A blain or sore produced by cold; a tumor affecting the hands and feet, accompanied with inflammation, pain, and sometimes ulceration. — Webster, 1882
To cure chilblains slice raw potatoes, with the skins on, and sprinkle over them a little salt, and, as soon as the liquid therefrom settles in the bottom of the dish, wash with it the chilblains; one application is all that is necessary. – March 1881, Brookings County Press
Although the word “chilblain” is only used once in the Little House books, during the writing of The Long Winter, there was some discussion between Laura Ingalls Wilder and Rose Wilder Lane about the word’s spelling and origin. In one of the Hard Winter manuscripts, Laura wrote to Rose, reminding her that she had asked about chillblains [sic] in the past and Laura had described them to her. Laura was unable to find the word in her dictionary, but she wondered if it was an old time word that should be spelled chillbanes, because it must mean that “the bane of my life is a chill.” Bane also meant to poison, so Laura wondered if the word meant chill poison. Later in the manuscript, she adds a second note, writing that the more she thought about it, the more certain she was that Ma used to pronounce the word as chillbanes and it was some careless way of their speaking that added the “l” to it. Laura then instructed Rose to spell the word “chill-b-a-n-e-s.”
Laura was incorrect. The word is chilblain, according to Webster’s 1882 Dictionary, and it is a combination of the words chill (meaning cold) and blain (meaning inflammation). In use by the mid-1500s, by the early 1800s, it meant an “inflammatory swelling produced by exposure to cold, affecting the hands and feet, accompanied with heat and itching, and in severe cases leading to ulceration.” – O.E.D., 1889.
In published The Long Winter, while the Ingalls family waits during a blizzard to learn if Almanzo and Cap were successful in bringing wheat to feed the starving town, Wilder describes the miserable cold the family is enduring, with their “chapped, numb hands” and their “itching, burning chilblained feet.” Chilblains may occur on the hands or feet after prolonged exposure to cold temperatures. The cold causes blood vessels near the skin’s surface to constrict, and if the skin is then warmed quickly, the smaller vessels can’t handle the increased blood flow to them and blood flows into the surrounding tissue, causing redness, swelling, and itching. Poor circulation, continued exposure to cold and damp conditions, and a poor diet can make the condition worse. Chilblains can last for weeks, and some people seem to be afflicted with them more than others.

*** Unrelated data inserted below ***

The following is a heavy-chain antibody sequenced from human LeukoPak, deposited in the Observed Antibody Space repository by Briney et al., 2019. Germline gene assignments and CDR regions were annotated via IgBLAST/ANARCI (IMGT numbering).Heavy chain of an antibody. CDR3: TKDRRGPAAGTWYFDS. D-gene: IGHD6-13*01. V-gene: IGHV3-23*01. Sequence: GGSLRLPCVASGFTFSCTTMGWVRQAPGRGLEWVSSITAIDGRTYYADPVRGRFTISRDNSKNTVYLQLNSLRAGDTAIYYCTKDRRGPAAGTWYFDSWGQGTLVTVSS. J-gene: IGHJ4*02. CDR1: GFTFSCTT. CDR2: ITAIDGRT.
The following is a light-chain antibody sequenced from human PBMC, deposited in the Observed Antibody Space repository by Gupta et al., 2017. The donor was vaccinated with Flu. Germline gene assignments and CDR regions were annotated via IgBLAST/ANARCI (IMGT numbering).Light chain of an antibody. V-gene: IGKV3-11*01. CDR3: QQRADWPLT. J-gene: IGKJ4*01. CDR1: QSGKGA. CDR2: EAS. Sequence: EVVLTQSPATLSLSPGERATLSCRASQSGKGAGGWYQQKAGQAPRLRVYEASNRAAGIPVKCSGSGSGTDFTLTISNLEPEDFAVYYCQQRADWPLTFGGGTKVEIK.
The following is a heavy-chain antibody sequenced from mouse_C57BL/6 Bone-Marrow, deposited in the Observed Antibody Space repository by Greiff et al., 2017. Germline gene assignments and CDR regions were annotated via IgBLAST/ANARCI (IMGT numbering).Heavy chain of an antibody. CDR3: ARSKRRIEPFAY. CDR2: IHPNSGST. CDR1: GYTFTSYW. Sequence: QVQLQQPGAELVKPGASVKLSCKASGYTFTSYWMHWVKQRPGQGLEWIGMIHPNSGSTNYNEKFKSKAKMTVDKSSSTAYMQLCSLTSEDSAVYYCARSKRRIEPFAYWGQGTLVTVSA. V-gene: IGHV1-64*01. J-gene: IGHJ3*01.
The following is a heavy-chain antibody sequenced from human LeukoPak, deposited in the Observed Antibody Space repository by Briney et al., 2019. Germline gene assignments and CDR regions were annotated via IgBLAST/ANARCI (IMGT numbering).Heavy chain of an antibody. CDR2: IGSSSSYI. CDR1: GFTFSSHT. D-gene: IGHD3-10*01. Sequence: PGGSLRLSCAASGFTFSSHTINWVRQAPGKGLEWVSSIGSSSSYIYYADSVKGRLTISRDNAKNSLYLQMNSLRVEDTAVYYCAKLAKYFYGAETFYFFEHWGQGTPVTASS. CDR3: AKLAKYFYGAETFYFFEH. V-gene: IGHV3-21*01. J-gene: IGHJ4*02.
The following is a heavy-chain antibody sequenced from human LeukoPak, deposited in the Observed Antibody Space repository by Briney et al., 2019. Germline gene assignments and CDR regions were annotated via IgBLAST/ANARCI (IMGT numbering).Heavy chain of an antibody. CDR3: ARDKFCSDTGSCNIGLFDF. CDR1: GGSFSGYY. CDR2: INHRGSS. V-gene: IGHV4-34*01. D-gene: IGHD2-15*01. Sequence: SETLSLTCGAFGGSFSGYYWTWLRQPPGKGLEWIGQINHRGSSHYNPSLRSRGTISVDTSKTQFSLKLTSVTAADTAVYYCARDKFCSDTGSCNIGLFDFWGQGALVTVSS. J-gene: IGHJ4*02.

The best way to keep the feet free of chilblains is to protect them from continuous cold. Make sure shoes and socks are dry, and if possible, warm them before wearing. Avoid wearing tight boots, shoes, and socks/stockings. If your feet are cold at night, sleep in socks; Mary Ingalls’ woolen-blanket bedshoes helped keep her feet warm! Move around frequently rather than sitting in one place, and massage lotion into the feet to aid in circulation. If skin is cracked or bleeding, use an antibiotic ointment. Never warm the feet too quickly if chilled.
The following article from the 1880s gives the believed causes and proposed treatment of chilblains at the time of the Little House books:
Chilblains. Some women suffer terribly from chilblains, which are not only painful but when they appear on the hands cause great disfigurement. They are caused by frosted or congealed blood, which is difficult to disperse; consequently prevention is better than cure, with the following precautions to be taken immediately upon the beginning of cold and frosty weather.
Wear high, warm under bodices, and, above all, let your dress sleeves be warmly lines, and let the sleeves reach to the wrist. A pretty fancy cuff will help greatly, and flannel or swan’s-down sleeve linings are advisable. Wear woolen stockings, well drawn up by suspenders, as cold feet affect the whole body, especially the head and hands. At night put a teaspoonful of spirits of ammonia in the water, and use a flesh brush for five or ten minutes; then dry, and if you do not sleep in gloves, wear warm cuffs under your nightgown, and white woolen sleeping socks.
Never plunge the hands into very cold or very hot water, and do not expose them to the air without stout gloves and a warm muff. Above all, attend to the wrists and arms, as wrapping the hands only is of little avail. Long, close fitting armlets do more to prevent chilblains than any outward applications. If chilblains appear in spite of or from neglect of these precautions, let not the first twinge be neglected.
Prepare the following mixture, and apply night and morning, or whenever the chilblain is troublesome, and remember that friction, combined with a stimulating lotion, helps to disperse the chilblain: mix spirits or rosemary, five parts, to wine, one part. On the first sign of redness or irritation, an excellent plan is to rub briskly with the lotion named, and to cover the part with adhesive plaster; but friction is earnestly advised, or if this is neglected until there are symptoms of their appearance, then apply a lotion and friction every two hours. Broken or ulcerated chilblains should be washed with tincture of myrrh in water; but with care and wearing warm clothing chilblains may be prevented, or at least will not reach beyond the first and easily cured stage. — “Physiology And Hygiene. Rheumatism of the Joints and Other Affections That Come with Cold Weather,” in the Jackson (Michigan) Citizen Patriot, November 9, 1888, page 3.
chilblain (TLW 28)